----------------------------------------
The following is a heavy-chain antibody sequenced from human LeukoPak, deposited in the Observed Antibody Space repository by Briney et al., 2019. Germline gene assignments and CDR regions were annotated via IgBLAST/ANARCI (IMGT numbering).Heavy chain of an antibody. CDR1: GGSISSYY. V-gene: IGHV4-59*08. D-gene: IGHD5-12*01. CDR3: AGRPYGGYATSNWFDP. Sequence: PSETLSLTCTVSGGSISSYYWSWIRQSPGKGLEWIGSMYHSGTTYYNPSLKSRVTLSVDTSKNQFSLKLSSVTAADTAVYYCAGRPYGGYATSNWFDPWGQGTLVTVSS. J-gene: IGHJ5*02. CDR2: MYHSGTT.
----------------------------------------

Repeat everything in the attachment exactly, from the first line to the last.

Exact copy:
The following is a heavy-chain antibody sequenced from human LeukoPak, deposited in the Observed Antibody Space repository by Briney et al., 2019. Germline gene assignments and CDR regions were annotated via IgBLAST/ANARCI (IMGT numbering).Heavy chain of an antibody. CDR1: GGSISSYY. V-gene: IGHV4-59*08. D-gene: IGHD5-12*01. CDR3: AGRPYGGYATSNWFDP. Sequence: PSETLSLTCTVSGGSISSYYWSWIRQSPGKGLEWIGSMYHSGTTYYNPSLKSRVTLSVDTSKNQFSLKLSSVTAADTAVYYCAGRPYGGYATSNWFDPWGQGTLVTVSS. J-gene: IGHJ5*02. CDR2: MYHSGTT.